A properly constructed water feature in your backyard is relaxing and beautiful. It attracts wildlife. It is inviting and interesting. Hosting fish in your pond can also add to the aesthetic of your backyard. Though a backyard pond requires a great amount of landscaping, it is by no means a tough project.
How to Build a Backyard Pond By Yourself
Building a pond in your backyard is a fairly simple process, but one that is labor intensive. Even a small backyard pond requires heavy lifting—digging, moving dirt, hauling rocks, and backfilling. The bigger the pond, the more labor it will require. You can get help, or if you are up to the job you can do it yourself in a weekend or two. Here are the steps:
1. Pick the pond’s location.
Find a level spot in your yard large enough to accommodate the size pond you want. A level spot is better than a slope. On a slope, your backyard pond will fill and possibly overflow with water runoff during heavy rain. If your yard has no flat area, you may want to bring in some fill dirt to create a level area and stabilize what will be the deeper end of the pond.
Ideally, the backyard pond should have sun for a good part of the day and some shade. Do not place it under a tree or you will be dealing with roots and unwanted leaf debris.
Once you have the location identified, lay a garden hose or a rope on the ground to outline the pond size and shape. For a naturalized look, use free form, undulating, curved shapes. For a more formal look, you will want a rectangular or square shape. Move and reposition the hose until you find the outline of a shape you like. Use spray paint to paint the outline. Call Miss Utility (811) to make sure you are not going to dig into any underground cables or utilities.
2. Dig, dig, dig.
Dig a trench about three inches deep all the way around the outside edge of the backyard pond. It should be about one foot wide. This will be the ledge for your pond’s edging stones.
You will then want to make plant shelves wherever you intend to place plants. Each plant shelf should be about ten to twelve inches deep inside the pond outline. Any deeper, and the plants will drown.
Then, move to the center of the pond area and begin digging, working your way out to the plant shelves from the center. Keep the bed of the pond level or slightly sloped by digging it out in layers of about six to ten inches at a time. Keep the sides and walls sloped outward to help protect the liner during freezing temperatures. Dig to a minimum of 18 inches in depth.
If you will have fish in the pond, you will need to create a deep area for them to overwinter and seek cooler water in the summer. This area will need to be deep enough where it will not freeze in the winter, usually about three feet deep and three feet wide. Your pump and/or water fountain should be located far away from this area.
If your pond is too large to do the digging by hand, consider renting heavy equipment or hiring a contractor to dig it for you.
3. Level the pond floors and pond edges.
Clean up and level the pond bed by removing stones, sticks, and any organic material that may be in the excavated area. Level the edges by laying a board across the excavated area and setting on it. Levelling the edges will make the pond look nicer and will avoid run off problems later on.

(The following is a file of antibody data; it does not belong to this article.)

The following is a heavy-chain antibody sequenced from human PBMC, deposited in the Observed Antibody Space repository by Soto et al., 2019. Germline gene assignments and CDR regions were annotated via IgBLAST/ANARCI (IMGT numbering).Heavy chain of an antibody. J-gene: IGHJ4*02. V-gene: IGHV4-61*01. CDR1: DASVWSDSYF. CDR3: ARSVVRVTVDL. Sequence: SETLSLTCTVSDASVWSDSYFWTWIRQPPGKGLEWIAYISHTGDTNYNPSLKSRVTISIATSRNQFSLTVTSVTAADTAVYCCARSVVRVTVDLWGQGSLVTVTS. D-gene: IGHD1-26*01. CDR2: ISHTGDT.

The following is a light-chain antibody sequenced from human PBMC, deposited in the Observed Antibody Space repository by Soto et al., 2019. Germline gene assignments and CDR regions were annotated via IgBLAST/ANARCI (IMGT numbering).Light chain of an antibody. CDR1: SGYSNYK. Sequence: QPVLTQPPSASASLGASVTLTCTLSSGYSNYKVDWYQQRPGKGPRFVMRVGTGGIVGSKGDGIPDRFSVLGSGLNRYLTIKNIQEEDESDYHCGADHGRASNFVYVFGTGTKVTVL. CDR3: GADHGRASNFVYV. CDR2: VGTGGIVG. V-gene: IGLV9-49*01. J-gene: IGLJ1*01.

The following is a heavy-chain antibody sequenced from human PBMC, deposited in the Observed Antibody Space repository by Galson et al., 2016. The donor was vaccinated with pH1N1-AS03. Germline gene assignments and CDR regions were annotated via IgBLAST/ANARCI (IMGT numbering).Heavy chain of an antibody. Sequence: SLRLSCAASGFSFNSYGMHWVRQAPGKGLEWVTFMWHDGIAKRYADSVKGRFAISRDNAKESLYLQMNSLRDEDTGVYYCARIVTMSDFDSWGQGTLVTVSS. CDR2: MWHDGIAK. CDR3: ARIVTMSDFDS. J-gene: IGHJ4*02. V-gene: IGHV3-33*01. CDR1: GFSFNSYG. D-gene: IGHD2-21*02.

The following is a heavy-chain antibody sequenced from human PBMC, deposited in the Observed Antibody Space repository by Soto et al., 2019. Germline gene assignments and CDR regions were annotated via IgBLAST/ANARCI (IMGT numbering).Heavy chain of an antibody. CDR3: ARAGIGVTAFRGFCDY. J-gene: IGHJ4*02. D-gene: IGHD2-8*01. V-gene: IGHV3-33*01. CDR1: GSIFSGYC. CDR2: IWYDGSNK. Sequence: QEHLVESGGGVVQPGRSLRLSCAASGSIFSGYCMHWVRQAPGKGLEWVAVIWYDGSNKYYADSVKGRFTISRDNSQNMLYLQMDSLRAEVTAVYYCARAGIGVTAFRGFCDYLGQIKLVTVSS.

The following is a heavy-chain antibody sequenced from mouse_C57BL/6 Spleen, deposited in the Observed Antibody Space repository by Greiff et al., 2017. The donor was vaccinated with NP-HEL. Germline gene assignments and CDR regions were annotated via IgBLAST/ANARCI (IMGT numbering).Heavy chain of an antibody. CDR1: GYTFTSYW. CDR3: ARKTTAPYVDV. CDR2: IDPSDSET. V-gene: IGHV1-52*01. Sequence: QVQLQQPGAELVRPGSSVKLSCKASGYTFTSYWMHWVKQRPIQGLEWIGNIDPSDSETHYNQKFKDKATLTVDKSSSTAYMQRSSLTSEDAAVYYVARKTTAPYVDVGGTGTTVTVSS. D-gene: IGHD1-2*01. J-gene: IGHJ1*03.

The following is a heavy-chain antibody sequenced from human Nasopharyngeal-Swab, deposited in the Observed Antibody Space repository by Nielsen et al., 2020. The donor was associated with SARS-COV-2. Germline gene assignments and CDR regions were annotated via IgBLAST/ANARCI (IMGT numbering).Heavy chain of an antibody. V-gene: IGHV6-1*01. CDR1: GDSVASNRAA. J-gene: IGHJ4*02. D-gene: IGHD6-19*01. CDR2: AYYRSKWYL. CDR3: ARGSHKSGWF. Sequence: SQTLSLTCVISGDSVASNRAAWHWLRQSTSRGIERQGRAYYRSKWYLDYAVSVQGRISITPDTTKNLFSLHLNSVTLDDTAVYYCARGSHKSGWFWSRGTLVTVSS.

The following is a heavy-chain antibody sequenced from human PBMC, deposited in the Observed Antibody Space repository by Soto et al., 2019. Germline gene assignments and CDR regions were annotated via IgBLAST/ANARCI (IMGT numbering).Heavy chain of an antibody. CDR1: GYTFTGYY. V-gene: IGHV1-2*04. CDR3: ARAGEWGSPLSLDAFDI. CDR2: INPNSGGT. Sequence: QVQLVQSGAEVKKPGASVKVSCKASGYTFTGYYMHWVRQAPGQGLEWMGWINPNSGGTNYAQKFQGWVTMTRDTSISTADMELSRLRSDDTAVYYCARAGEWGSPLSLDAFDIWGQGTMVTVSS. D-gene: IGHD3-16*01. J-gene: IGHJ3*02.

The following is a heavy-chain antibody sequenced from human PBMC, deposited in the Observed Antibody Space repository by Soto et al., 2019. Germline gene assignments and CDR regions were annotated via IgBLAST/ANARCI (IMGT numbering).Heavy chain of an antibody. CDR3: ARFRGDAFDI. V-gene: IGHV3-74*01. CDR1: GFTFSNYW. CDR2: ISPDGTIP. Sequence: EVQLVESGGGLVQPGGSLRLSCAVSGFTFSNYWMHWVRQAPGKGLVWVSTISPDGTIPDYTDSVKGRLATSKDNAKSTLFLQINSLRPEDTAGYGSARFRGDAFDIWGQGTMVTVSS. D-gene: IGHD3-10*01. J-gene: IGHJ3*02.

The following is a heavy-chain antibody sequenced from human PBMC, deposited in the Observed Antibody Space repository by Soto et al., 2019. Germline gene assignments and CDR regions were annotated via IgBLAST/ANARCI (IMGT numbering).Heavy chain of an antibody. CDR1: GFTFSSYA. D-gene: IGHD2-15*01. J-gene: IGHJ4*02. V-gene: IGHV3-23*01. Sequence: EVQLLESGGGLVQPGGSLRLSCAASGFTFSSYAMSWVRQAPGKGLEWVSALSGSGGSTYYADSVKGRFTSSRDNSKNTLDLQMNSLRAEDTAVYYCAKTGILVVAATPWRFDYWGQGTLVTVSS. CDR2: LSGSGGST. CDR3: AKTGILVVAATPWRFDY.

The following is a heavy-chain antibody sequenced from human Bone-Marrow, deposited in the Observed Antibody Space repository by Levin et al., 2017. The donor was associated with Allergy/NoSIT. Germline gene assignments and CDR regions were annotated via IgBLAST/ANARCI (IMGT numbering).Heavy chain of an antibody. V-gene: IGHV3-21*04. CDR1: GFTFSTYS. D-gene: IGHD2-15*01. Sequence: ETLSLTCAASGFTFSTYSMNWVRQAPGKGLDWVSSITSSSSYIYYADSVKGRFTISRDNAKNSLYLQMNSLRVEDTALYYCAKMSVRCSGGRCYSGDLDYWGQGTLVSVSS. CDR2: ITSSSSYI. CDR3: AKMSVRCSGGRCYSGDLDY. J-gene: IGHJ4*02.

Bring in enough fill sand to cover the bottom of the ledges and the pond bed with about one inch of fill sand. Using fill sand will make the job of levelling easier, fill any holes created by removing debris, provide a safe, rock-free surface for the pond liner to rest on, and stabilize the pond bottom. You can also provide additional padding for the liner by covering the sand and the sides of the pond with a ½ inch thick layer of newspapers.
4. Install a pond liner.
Once the bottom is levelled and cleaned of debris, you are ready to install the pond liner. This is a heavy job, and you may need a helper for this part. Lay the liner in the excavated area, making sure it overlaps all of the edges of the pond and is large enough to reach a few inches past the edging stones. Smooth out all creases and press it into any crevices. Once laid out, place flat stones on the edge of the liner to hold it in place.
5. Slowly fill the pond with water.
As the water fills the backyard pond, smooth out the wrinkles that may appear in the liner. This may require that you re-adjust the liner itself. Also, you may have to move the liner around a bit to keep it overlapping the pond ledge at the pond edges. If you discover the liner is too short or one side or another, you will need to move the liner or stop filling the water and backfill the area of the pond where the liner is too short to cover the pond ledge.
As the water level rises, begin removing the stones that have held the liner in place. Once the backyard pond is full, trim excess liner leaving enough to reach two or three inches past the edging stones.
6. Place the edging stones.
Place the edging stones on the ledge around the edge of the pond. The first layer of edging stones should be relatively flat so they will stay in place and provide a stable surface for additional layers of edging stones.
7. Add pump and/or fountain.
If you want to keep the water clean, you will need a pump and a filter. Make sure you buy the appropriate size for the pond and follow the manufacturer’s directions for installation.
Contact a Professional Dirt Contractor for More Information
Get help before you start digging. Call Dirt Connections to discuss your project and get more information about what materials you may need to ensure your backyard pond is a success and schedule your free fill dirt delivery.